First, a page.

B1:C1 GOM “From Home to The Unknown”

If you’re going to try, go all the way. Otherwise, don’t even start. -Bukowski   My life became meaningful thanks to a mistake. It all began on a Monday, November 22, 2004. I had a leather backpack, a blue t-shirt that read ‘Brussels Belgium’ stamped on the chest, and a pair of black pants. I … Read moreB1:C1 GOM “From Home to The Unknown”

Meetings and Future Plans

I’ve been looking forward to Tuesday. And Wednesday. Those are the two days when I attend my meetings. Toastmasters on Tuesdays. Rotary on Wednesdays. Tuesday was interesting since I had to do a dramatic, oratorical speech. It was great to be able to do something else other than the usual, funny and nonsensical stuff I … Read moreMeetings and Future Plans

Shamus Entertainment Rocks

I have a problem. I don’t blog as often as I should. For example, a while back, like a thousand years ago to be precise, I was lucky enough to go to the Mexican Consulate in Oxnard with a great friend. Shamus Murphy, screenwriter and producer at Shamus Entertainment. He has a repertoire of films … Read moreShamus Entertainment Rocks

Possessed

It was a dark and gloomy night. 7:30 p.m. State Street looked like if it was part of an old and haunted ghost town, with the exception of a homeless man taking a nap on a public bench, a young adolescent coming out of the bookstore with a copy of Kafka’s The Trial, and a woman standing alone on the corner of State and Canon Perdido.

Her name was Paola. She had on a short, red dress, and long blond hair. Her lips and shoes matching the dress, her hair complementing her Caucasian skin tone. No, she wasn’t a prostitute. She was waiting for Paul, her boyfriend.

She looked at the logo behind her, while gently hiding some of her hair behind her ear. “Borders, Book Store,” she said out loud, confidently knowing that the napping homeless was not close enough to listen to her soliloquy, and the teenager was halfway on the other side of the street. She then looked at the main entrance and was happy to see that they were going out of business soon. “Hopefully they open up a clothing store,” she said, cheerfully.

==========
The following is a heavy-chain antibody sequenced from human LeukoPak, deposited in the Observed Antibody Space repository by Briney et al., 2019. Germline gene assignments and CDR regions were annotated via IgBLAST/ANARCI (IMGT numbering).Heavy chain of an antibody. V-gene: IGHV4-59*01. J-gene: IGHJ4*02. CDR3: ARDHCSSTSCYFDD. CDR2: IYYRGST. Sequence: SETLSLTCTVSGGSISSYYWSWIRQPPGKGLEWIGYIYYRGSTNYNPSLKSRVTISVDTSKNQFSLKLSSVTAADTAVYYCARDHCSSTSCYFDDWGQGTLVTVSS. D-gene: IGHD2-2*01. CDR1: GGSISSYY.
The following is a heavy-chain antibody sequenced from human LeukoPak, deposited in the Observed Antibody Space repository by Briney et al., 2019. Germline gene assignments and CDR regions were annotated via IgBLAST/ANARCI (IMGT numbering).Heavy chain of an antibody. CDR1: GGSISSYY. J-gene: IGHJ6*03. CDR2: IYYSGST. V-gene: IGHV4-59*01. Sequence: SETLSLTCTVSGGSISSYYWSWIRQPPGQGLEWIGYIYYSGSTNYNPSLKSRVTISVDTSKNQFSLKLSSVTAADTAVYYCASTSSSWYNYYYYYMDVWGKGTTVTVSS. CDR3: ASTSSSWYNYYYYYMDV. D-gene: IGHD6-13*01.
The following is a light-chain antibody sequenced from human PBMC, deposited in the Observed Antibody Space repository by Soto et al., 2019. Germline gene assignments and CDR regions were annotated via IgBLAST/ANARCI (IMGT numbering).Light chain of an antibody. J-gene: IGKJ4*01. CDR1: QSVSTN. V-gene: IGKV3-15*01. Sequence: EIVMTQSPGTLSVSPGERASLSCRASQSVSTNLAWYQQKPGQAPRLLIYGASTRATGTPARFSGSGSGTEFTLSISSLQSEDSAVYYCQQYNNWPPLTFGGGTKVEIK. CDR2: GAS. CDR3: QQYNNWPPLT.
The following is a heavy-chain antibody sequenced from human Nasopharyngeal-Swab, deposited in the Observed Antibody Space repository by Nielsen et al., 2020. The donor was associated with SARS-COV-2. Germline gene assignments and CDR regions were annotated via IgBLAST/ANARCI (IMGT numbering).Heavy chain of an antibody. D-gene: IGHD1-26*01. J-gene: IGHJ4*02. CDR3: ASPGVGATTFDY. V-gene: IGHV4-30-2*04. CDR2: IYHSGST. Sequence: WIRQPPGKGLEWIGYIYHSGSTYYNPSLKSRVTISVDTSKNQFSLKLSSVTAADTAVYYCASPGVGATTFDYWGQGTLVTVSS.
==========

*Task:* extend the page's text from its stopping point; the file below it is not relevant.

But of course, she wasn’t there because it was fun to look at signs. She’d been waiting for Paul a lot longer than what she anticipated. “Fifteen minutes is a long time,” she said, as a reddish blush of anger appeared on her cheeks.

She hated to be there. It was so frustrating. But it wasn’t just the ‘waiting’ part that irritated her. No, it was more than that. In fact, she was a little bit possessive and couldn’t help but think that Paul was fucking another woman in his office; added to that the fact that she didn’t know where his office was.

Paul never told her.

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Don’t Say The ‘H’ Word

I review and self-publish horror, and I’m thinking about directing a workshop for aspiring horror writers in the near future. Furthermore, I like to read the Horror Writers Association Blog to make sure I don’t miss out on what’s new and hot in the horror community. I’ve developed this weird fascination with the dark side ever since I was a kid, but I still find people who ask the question, “So, what kind of horror you like?”

I always thought I knew the answer to that question.

The meaning of the word ‘Horror’ has metamorphosed throughout the years, pretty much like Gregor Samsa in Franz Kafka’s unforgettable The Metamorphosis. People back then didn’t call it ‘Horror Fiction,” even though the thought of turning into a giant roach kept me awake many nights in a row. People called this ‘Absurdist Fiction,’ allegedly because it was merely a narrative that focused on situations where the main character cannot find any purpose in life.

Well, that’s absurd.

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